Although it doesn't have an original score Casamento has written some additional lyrics to the plethora of classic songs that fill the show, many of which are identified with Garland. How they are integrated is worth mentioning as they appear quite naturally and without pretention to reflect both the show's characters as well as the era and the places that are handsomely evoked by set designer Alexander Dodge, all enhanced by the vintage projections by Peter Nigrini. This is further confirmed by designer Linda Cho's period-perfect attire.

Such familiar songs as “You Made Me Love You,” “When You're Smiling” “I'm Always Chasing Rainbows” Zing Went the Strings of My Heart,” and of course “Somewhere Over the Rainbow” are fitted naturally and unforced in the action. Special bravos to orchestrators Larry Blank and David Libby and musical director Lawrence Yurman.

In Act I, the musical mainly focuses on young Judy's family life. If perfunctory attention is given to Frances's decidedly less talented sisters, her mother Ethel ( a terrific Leslie Margherita) is a major player as the familiarly pushy Hollywood-or-bust stage mother (think Gypsy's Mama Rose) who takes charge of her career. The musical also does not avoid making Ethel the initial enabler of Frances's initial dependence on prescription drugs. Chasing Rainbows may not be on the same exalted level of Gypsy, but it still has plenty to say about (as one of the songs tell us) “The Business We Call Show.”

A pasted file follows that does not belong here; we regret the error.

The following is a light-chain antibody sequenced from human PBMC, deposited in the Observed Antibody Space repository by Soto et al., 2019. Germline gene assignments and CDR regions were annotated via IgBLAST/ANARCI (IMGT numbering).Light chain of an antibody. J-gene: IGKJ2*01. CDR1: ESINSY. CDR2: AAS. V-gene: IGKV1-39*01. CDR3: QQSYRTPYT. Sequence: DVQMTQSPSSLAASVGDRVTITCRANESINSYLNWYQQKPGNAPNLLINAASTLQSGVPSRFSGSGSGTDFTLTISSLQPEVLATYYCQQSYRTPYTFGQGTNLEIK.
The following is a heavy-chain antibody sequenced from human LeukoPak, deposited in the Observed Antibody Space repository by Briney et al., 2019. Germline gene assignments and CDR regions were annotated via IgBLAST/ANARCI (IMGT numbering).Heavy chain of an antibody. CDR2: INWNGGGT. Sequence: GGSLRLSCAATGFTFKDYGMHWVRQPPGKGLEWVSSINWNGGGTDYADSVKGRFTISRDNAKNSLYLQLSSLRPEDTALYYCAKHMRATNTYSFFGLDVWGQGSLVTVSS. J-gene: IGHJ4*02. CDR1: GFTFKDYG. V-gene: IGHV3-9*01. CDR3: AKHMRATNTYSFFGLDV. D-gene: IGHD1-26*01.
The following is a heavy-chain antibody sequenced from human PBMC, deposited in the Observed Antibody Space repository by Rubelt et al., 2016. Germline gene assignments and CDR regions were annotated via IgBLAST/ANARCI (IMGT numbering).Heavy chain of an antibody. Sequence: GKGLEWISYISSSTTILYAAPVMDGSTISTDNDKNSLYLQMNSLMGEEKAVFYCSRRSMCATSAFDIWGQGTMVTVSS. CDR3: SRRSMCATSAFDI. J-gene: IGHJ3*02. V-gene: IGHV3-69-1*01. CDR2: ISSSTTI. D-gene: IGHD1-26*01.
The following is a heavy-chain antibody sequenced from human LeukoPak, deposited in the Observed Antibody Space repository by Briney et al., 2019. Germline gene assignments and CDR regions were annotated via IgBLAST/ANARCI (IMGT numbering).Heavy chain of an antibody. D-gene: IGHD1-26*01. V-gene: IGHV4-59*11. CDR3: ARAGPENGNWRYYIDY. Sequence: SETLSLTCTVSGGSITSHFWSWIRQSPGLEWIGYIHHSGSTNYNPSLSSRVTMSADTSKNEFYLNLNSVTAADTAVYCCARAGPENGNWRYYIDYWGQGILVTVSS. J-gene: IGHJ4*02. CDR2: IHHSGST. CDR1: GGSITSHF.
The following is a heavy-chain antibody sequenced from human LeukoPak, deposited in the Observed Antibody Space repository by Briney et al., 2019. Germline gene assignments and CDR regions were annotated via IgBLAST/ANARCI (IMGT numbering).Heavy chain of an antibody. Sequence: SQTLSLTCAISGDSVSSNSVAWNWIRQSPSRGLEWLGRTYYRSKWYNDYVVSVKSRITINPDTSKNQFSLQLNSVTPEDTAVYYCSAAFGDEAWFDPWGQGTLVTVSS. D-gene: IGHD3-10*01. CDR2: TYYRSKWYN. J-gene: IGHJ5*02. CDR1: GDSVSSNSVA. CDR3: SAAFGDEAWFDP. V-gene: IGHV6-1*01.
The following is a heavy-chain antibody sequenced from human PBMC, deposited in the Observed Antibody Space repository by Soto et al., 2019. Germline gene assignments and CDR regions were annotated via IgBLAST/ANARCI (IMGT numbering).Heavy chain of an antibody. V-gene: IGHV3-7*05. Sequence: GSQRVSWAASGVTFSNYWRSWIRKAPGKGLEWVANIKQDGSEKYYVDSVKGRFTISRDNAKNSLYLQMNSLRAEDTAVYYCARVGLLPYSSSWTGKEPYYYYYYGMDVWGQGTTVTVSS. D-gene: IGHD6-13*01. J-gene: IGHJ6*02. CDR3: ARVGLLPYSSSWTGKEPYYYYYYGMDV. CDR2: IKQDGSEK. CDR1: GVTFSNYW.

Frances's affection for her father plays a significant role. Max Von Essen is excellent and poignant as the sexually conflicted Frank Gumm whose faltering marriage is as sad as his failing career as a small town movie theater owner. The plot follows Frances Gumm from her awkward start playing the vaudeville circuit with her sisters, to radio gigs and then on to the Hollywood Professional Children's School where she meets friend-for-life the dancing dynamo Mickey Rooney.

Jones, whose Tony-nominated choreography empowered both Holiday Inn and Tootsie) puts Chasing Rainbows's dancing ensemble through more of his intricate and imaginative dances with an emphasis on tap. A terrific number in Act I finds the young ladies at the professional children's school tap dancing away atop rows of desks while the young gentlemen — led by Mickey Rooney — not only dance but beat out the rhythm with drum sticks. Michael Wartella is spot-on perfect as the high-voltage Mickey nee Joe Yule. The wonderful Karen Mason hits a double whammy: first as Ma Lawlor the school head mistress (“All Ma's Children”) then as Kay MGM mogul Louis B. Mayer's smart as a whip secretary(“If Only”.) Stephen DeRosa earns laughs as the dimly despotic Mayer.